Kaiser, Walter C., Jr. Toward and Exegetical Theology: Biblical Exegesis for Preaching and Teaching. Grand Rapids: Baker, 1981. pp. 7-247.
Walter Kaiser has contributed an excellent volume on the topic of exegetical method with a particular view to the accurate and powerful preaching and teaching of the ancient Scriptures to a modern audience. He begins by mourning “the gap that exists between the study of the biblical text…and the actual delivery of the messages to God’s people” (p. 8). The clearest statement of his thesis seems to be found on the fourth to last page of the book where he says, “What we have been attempting to answer in this book will continue to be the most difficult aspect of exegetical theology; that is, how can the ancient Scriptures continue to be the living voice of God for the present time?” (p. 244). Kaiser has certainly made significant headway in this task, while bemoaning the fact that seminaries have not.
His work is divided into four major sections, the bulk of which (97 pp.) makes up the second section where Kaiser lays out his own approach to what he calls the “syntactical-theological” method.
The book is encumbered with a relatively slow start about the history of hermeneutics. This treatment contains just enough information for an injudicious reader to learn enough names and ideas to sound informed without actually being able to intelligently discuss the various views if this is their only exposure to the issues. In addition, Kaiser disappointingly gives only brief and, in this author’s opinion, unclear definitions of the various types of criticism such as form, tradition, and redaction criticism. The roles these various approaches play in modern Old Testament studies render them deserving of more discussion. Certainly in a book of this length, it would be impossible to say much, but it certainly seems possible to have said more than what was said, or at least say it in a manner that was more clear.
The second (and longest) section quickly picks up steam. Kaiser rightly defends the hermeneutical model of single meaning based on authorial intention, and shows the logical bind that its detractors have worked themselves into (p. 113). The section includes substantive and helpful discussions on determining the four different types of context, understanding the issues of single meaning and authorial intent, and the “analogy of (antecedent) faith.” His book seems geared towards chapter seven where he discusses the homiletical process, and the principlization by which the exegetical outline (what the text says) is turned into a homiletical outline (what the text says to today’s audience). In an overall excellent work, this chapter on homiletical analysis is the crowning point.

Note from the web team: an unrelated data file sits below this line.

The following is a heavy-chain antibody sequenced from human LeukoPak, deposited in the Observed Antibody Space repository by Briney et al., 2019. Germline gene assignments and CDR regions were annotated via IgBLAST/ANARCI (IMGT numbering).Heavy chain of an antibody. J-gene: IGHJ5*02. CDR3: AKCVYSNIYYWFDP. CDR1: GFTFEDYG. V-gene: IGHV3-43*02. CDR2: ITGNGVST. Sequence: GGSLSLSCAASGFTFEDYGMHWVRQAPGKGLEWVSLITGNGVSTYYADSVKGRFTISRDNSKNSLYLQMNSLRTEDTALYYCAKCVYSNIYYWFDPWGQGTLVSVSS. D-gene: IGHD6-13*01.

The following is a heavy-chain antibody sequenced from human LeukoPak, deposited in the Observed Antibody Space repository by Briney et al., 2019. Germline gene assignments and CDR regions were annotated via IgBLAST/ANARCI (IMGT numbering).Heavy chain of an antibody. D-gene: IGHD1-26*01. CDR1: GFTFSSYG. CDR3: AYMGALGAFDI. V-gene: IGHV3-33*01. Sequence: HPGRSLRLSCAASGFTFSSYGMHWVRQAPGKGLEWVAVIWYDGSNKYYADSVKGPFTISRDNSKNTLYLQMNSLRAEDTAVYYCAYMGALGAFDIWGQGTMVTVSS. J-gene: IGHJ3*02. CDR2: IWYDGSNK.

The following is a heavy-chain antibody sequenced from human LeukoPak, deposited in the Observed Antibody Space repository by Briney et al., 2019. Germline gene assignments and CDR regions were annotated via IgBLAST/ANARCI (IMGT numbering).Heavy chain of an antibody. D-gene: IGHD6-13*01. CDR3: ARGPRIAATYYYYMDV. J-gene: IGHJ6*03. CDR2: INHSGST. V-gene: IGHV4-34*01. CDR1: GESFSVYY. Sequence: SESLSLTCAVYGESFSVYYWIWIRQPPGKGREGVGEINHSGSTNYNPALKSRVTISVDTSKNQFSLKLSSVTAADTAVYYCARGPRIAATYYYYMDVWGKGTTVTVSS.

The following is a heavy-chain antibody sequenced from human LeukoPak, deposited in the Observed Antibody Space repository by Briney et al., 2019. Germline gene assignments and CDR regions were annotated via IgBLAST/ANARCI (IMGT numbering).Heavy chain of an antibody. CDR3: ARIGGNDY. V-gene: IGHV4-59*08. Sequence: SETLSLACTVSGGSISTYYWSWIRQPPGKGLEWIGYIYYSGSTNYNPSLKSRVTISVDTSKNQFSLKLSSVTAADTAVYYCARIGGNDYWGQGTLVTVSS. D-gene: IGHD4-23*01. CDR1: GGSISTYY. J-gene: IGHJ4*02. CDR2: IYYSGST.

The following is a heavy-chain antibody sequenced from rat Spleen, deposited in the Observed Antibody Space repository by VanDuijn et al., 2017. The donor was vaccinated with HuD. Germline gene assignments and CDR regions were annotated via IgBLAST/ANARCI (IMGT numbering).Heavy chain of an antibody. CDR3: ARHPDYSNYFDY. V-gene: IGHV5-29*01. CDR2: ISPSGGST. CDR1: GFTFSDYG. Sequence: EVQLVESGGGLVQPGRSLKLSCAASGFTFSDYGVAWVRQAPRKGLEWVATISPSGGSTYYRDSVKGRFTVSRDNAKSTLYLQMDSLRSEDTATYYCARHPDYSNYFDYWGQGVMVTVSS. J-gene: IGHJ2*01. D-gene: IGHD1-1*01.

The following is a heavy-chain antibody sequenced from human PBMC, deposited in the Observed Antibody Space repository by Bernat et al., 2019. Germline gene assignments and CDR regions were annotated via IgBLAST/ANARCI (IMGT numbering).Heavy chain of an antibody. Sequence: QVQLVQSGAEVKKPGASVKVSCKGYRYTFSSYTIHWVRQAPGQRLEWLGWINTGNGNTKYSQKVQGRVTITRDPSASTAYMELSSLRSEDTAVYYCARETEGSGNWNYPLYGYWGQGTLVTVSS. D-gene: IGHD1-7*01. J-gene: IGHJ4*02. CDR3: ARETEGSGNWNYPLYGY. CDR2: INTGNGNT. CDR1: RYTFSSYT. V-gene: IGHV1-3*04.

Kaiser’s graphical displays of textual analysis (chapter 8) are extremely helpful, though the lack of explanation about how the chart should be read (and constructed) could improve it. Three chapters on preaching prophecy (9), historical narrative (10), and poetry (11) are helpful as the principles of the preceding chapters are fleshed out in more practical and directed ways toward particular genres. Kaiser closes his book with an excellent chapter on the power of God in preaching, a chapter that should be very thoughtfully and carefully read with great consideration for the truth of 1 Corinthians 1:17-2:5.